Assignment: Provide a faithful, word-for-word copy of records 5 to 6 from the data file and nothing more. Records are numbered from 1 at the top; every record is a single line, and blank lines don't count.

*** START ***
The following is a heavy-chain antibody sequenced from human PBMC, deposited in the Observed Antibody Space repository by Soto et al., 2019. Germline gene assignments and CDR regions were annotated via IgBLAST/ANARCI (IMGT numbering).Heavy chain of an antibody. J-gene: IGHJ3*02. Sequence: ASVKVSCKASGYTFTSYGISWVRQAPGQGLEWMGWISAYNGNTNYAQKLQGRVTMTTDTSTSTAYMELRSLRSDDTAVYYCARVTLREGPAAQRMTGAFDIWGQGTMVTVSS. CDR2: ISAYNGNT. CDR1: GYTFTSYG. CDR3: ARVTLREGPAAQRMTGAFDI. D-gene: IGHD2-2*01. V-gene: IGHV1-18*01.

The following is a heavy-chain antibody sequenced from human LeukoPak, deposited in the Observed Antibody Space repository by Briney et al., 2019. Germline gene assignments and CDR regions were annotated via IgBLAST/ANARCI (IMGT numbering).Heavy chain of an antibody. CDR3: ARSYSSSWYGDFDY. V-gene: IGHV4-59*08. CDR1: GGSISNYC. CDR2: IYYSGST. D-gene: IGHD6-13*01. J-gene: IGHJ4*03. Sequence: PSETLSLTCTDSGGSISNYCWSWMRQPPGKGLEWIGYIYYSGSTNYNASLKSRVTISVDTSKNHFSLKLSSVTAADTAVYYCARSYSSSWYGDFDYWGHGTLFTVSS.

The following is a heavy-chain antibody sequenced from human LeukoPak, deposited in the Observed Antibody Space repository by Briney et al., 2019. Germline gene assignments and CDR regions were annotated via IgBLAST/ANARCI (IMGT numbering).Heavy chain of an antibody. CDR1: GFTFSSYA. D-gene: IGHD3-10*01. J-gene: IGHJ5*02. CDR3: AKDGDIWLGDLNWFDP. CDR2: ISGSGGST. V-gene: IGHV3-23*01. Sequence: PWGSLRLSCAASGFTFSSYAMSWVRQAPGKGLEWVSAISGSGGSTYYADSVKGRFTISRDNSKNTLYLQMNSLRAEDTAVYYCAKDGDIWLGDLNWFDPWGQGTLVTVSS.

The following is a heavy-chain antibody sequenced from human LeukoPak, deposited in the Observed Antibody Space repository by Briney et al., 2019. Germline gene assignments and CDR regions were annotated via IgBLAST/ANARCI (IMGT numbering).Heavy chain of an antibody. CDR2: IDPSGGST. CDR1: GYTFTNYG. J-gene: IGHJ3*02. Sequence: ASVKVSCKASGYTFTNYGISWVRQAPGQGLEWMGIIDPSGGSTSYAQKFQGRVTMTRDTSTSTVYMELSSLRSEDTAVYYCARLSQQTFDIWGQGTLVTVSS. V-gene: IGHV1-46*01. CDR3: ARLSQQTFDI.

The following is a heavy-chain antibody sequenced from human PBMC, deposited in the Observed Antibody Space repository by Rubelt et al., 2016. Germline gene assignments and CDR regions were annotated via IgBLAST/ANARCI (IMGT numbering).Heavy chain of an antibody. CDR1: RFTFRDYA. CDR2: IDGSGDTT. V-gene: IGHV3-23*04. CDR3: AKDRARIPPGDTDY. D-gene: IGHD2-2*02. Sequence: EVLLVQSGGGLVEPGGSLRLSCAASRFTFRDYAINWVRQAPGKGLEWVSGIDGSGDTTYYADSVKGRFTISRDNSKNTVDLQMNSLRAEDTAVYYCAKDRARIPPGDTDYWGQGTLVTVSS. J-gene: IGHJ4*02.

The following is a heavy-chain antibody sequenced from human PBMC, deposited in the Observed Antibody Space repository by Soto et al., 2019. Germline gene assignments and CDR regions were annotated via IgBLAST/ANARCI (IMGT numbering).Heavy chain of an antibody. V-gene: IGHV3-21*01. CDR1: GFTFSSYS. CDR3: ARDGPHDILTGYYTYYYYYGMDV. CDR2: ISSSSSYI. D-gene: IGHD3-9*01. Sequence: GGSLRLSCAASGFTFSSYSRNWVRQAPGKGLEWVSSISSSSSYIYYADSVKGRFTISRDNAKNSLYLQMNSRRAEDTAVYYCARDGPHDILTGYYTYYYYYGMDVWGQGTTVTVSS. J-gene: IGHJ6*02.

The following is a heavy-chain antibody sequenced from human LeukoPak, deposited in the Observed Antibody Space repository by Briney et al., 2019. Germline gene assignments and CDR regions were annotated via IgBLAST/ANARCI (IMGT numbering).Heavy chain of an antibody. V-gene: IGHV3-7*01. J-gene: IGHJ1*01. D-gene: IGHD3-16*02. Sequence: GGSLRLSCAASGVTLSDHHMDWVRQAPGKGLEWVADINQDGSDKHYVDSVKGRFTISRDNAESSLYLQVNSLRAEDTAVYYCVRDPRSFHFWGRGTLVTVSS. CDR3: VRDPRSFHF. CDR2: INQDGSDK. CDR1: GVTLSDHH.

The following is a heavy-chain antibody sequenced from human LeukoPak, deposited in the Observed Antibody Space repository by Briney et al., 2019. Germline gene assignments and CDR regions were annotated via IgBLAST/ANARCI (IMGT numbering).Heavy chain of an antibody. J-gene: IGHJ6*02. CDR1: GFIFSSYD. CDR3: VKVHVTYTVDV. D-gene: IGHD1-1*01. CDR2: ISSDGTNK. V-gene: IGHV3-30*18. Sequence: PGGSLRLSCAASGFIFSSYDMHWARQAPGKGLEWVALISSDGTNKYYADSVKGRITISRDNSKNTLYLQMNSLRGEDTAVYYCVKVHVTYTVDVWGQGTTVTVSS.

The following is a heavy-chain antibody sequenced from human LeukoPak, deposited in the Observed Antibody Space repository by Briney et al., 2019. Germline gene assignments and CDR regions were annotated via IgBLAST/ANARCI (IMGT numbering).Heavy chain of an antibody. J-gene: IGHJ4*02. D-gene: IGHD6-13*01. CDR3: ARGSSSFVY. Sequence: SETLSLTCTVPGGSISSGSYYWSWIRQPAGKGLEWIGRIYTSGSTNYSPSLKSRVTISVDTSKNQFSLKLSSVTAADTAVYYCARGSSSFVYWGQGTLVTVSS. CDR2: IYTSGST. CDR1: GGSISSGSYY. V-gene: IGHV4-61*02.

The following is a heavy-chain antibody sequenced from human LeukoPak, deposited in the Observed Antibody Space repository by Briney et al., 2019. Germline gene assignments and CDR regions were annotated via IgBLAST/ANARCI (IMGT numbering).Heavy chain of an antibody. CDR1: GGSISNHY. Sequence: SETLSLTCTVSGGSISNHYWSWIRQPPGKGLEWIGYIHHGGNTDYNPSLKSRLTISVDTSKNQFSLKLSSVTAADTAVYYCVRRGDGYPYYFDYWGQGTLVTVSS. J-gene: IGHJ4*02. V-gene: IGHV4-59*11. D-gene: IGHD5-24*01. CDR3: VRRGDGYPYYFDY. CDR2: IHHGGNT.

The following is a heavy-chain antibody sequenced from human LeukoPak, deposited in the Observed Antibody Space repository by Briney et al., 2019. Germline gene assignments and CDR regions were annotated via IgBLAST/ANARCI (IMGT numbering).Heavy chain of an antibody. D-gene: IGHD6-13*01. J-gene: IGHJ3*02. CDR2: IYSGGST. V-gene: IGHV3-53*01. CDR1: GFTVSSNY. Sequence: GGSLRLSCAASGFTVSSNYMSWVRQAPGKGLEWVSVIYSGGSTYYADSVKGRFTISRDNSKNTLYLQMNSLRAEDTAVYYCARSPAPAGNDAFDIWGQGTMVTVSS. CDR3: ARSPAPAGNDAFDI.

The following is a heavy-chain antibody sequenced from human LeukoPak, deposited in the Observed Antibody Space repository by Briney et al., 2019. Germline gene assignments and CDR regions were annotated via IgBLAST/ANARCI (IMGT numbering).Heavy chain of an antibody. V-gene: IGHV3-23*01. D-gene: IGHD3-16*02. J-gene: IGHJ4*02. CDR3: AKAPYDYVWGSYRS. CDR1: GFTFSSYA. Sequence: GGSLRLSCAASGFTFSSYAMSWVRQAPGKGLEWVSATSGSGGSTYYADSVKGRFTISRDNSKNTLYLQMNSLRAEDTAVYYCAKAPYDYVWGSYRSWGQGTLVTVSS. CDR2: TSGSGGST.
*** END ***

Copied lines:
The following is a heavy-chain antibody sequenced from human PBMC, deposited in the Observed Antibody Space repository by Rubelt et al., 2016. Germline gene assignments and CDR regions were annotated via IgBLAST/ANARCI (IMGT numbering).Heavy chain of an antibody. CDR1: RFTFRDYA. CDR2: IDGSGDTT. V-gene: IGHV3-23*04. CDR3: AKDRARIPPGDTDY. D-gene: IGHD2-2*02. Sequence: EVLLVQSGGGLVEPGGSLRLSCAASRFTFRDYAINWVRQAPGKGLEWVSGIDGSGDTTYYADSVKGRFTISRDNSKNTVDLQMNSLRAEDTAVYYCAKDRARIPPGDTDYWGQGTLVTVSS. J-gene: IGHJ4*02.

The following is a heavy-chain antibody sequenced from human PBMC, deposited in the Observed Antibody Space repository by Soto et al., 2019. Germline gene assignments and CDR regions were annotated via IgBLAST/ANARCI (IMGT numbering).Heavy chain of an antibody. V-gene: IGHV3-21*01. CDR1: GFTFSSYS. CDR3: ARDGPHDILTGYYTYYYYYGMDV. CDR2: ISSSSSYI. D-gene: IGHD3-9*01. Sequence: GGSLRLSCAASGFTFSSYSRNWVRQAPGKGLEWVSSISSSSSYIYYADSVKGRFTISRDNAKNSLYLQMNSRRAEDTAVYYCARDGPHDILTGYYTYYYYYGMDVWGQGTTVTVSS. J-gene: IGHJ6*02.